On October 6 and 7, the University of San Diego’s Frances G. Harpst Center for Catholic Thought and Culture hosted a conference entitled, “The Catholic Church Moves Towards Nonviolence? Just Peace/Just War in Dialogue.” This event was a follow-up to the landmark “Nonviolence and Just Peace Conference” held in Rome in 2016 and co-sponsored by the Vatican, Pax Christi International and other organizations, including Pace e Bene. The San Diego conference brought together members of the military, peace educators and activists. Presenters from the Rome assembly who were in San Diego included Maria Stephan, Marie Dennis, Eli McCarthy, Terrence Rynne, Gerald Schlabach and Pace e Bene staff-member John Dear. The Saturday evening keynote address was delivered by Cardinal Peter Turkson, the prefect of the Vatican’s Dicastery for the Promotion of Integral Human Development, who played a critically important role in the Rome conference.
Ken Butigan, who works with Pace e Bene and teaches at DePaul University, was asked to offer the following two presentations during the USD gathering: a reflection on his own journey to nonviolence and a talk on the nonviolence and just peace.
Personal Narrative: The Journey to Nonviolence
I am so happy to be at the University of San Diego for this historic conversation! I am grateful that the university has opened this space for all of us to reflect deeply on the historic journey that the Catholic Church is engaging in now in real time – this journey of recommitting to the centrality of the active and courageous nonviolence of Jesus, and how each of can play a role in responding nonviolently to the critical challenge of violence and the even-more critical challenge of building a culture of peace and nonviolence.
We are grateful for the leadership that Pope Francis and the Vatican have exercised to help us unleash more realistic and effective responses to violence and passivity.
We saw this leadership in action when Pope Francis issued, this past January, the Church’s first-ever World Day of Peace message on nonviolence entitled “Nonviolence: A Style of Politics for Peace.”
We saw this leadership in action since then when the pope and other Vatican officials have explicitly used the terms “nonviolence” and a “culture of nonviolence” in response to monumental violence in many speeches and interviews.
We saw this leadership in action when the Pontifical Council for Justice and Peace co-sponsored the landmark conference in Rome on “Nonviolence and Just Peace” last year. We are grateful for the clear direction that his eminence, Cardinal Peter Turkson, brought to that historic assembly, and we are grateful that he is with us at this important gathering in San Diego.
The Final Statement of the Rome Conference respectfully asked Pope Francis to share with the world an encyclical on Nonviolence and Just Peace. Some of us who were in Rome are here this weekend to share the news about that gathering and to invite all of us to reflect on what this growing effort might mean for the Church and the world. An encyclical would build on many steps over the past century where the Church’s vision of Jesus’ nonviolence has been growing sharper and sharper. An encyclical would help awaken Catholics everywhere to their call to live the spiritual and practice journey of the nonviolent life. And an encyclical would help spark a conversation throughout the larger world on the power of nonviolent change to grapple effectively with the monumental challenges of our time, including, war, poverty, racism and the climate crisis.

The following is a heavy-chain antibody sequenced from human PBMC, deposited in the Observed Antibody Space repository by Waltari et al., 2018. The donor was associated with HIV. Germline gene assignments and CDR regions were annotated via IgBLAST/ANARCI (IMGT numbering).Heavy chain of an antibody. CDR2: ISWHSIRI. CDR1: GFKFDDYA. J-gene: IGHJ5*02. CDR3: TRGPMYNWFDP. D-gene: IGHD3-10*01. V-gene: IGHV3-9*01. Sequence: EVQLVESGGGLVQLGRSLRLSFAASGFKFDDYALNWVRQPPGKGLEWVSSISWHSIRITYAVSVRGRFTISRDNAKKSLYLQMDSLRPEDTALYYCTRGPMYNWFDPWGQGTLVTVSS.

But I also have a personal reason for rejoicing that we have gathered here at the University of San Diego. It is now 40 years since I graduated with degrees in History and English at USD, and I am forever grateful for the education I received here.
Nevertheless, I must report that, for the first three years of my time here, I never heard the word justice or peace or, most certainly, nonviolence, or the nonviolence of Jesus.
But this was nothing new. That was true of the Catholic grade schools I went to and the Catholic Benedictine High School I attended.
This, though, changed in my senior year. I took a Religious Studies course entitled “A Community Called Church,” which introduced us to the major themes of the Second Vatican Council and how they were being elaborated in our post-Vatican II church.
The technical term for describing my reaction is “mind-blowing.”
This was the first time I learned that Jesus was a maker of peace, an agent of restorative justice, and a proponent of what we might call “responsibility to protect nonviolently,” as in the case of the woman accused of adultery who was about to be executed when Jesus intervened, neither with justified violence or hand-wringing passivity, but instead, at great risk to himself, with a creative and thought-provoking nonviolent action that saved the woman’s life and saved the men from carrying the burden and terror of the guilt of homicide.
In this class, I learned that Vatican Two unleashed a profound awareness of justice—and how peace flows from this justice. Most significantly, I learned that this was meant to be the work of all Catholics and of all followers of Jesus. We’re all called to follow Jesus the Nonviolent Peacemaker by making peace and justice ourselves.
It was a three-hour night class, and I remember how, at the break, I would wander outside out in the fresh air in a daze. In fact, I would walk to the very spot where the Kroc Institute exists today. Long before this building was constructed, this was a field overlooking the city. It was dark, but I could see the twinkling lights from the harbor to the bay.